other parts of our industry.

   But if we turn away work with the argument that "our
   management structure doesn't have room for it", we
   encourage several negative effects:
     * We reduce the cross-pollination between the
       engineers of the IETF and the engineers working on
       the new ideas, in many cases condemning the new
       efforts to repeat our old mistakes once more.
     * We blinker the view of our own engineers in their
       core fields, because they lose touch with what the
       Internet is truly being used for; we then run the
       risk of "fighting the last war" and optimizing
       "our" parts of the Internet for applications that
       just aren't there.
     * We encourage the growth of other standards
       organizations, many with different participation
       models than the one the IETF uses. Sooner or later,
       some of these organizations will no longer have
       support, and will die. The IETF could be one.

   I personally believe that if the IETF management were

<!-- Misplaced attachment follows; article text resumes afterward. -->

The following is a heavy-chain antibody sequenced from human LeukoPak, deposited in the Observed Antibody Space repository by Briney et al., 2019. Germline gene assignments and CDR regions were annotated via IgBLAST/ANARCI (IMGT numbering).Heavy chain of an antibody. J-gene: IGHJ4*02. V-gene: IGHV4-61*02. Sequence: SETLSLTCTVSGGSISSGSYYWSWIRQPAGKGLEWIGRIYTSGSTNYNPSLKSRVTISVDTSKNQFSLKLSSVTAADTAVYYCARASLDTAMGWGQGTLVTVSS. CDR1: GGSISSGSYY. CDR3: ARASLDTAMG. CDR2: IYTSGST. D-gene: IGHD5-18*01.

structured in such a way that adding new work items
   when it makes sense to do them in the IETF, the IETF
   would be a more dynamic and flexible organization,
   where it was easier to get work done.

   It might also be a larger one; that is not necessarily
   a disadvantage - PROVIDED we can make the structure
   scale well.

Problem: The AD job can't be done well

   In the way the IETF and the IESG is currently
   structured, I personally believe that the job of Area
   Director is impossible to do satisfactorily. The fact
   that we still have some people who do a good job of it
   is a miracle, not something we should depend on for the

   The demands that come from interacting with working
   groups, understanding technology, cross-pollinating
   between groups and coordinating with other areas are
   simply too much for any human to handle when added on
   top of the requirement to read (or at least glance at)
   every single document the IETF produces and have an
   opinion on them all.

   This has three bad effects (at least):
     * Wear on the IESG: The IESG members become
       overworked. This is bad for their health, humor and
       home life. As well as placing them into conflict
       with their bosses, who occasionally think that they
       have "real jobs" that they should do some work at.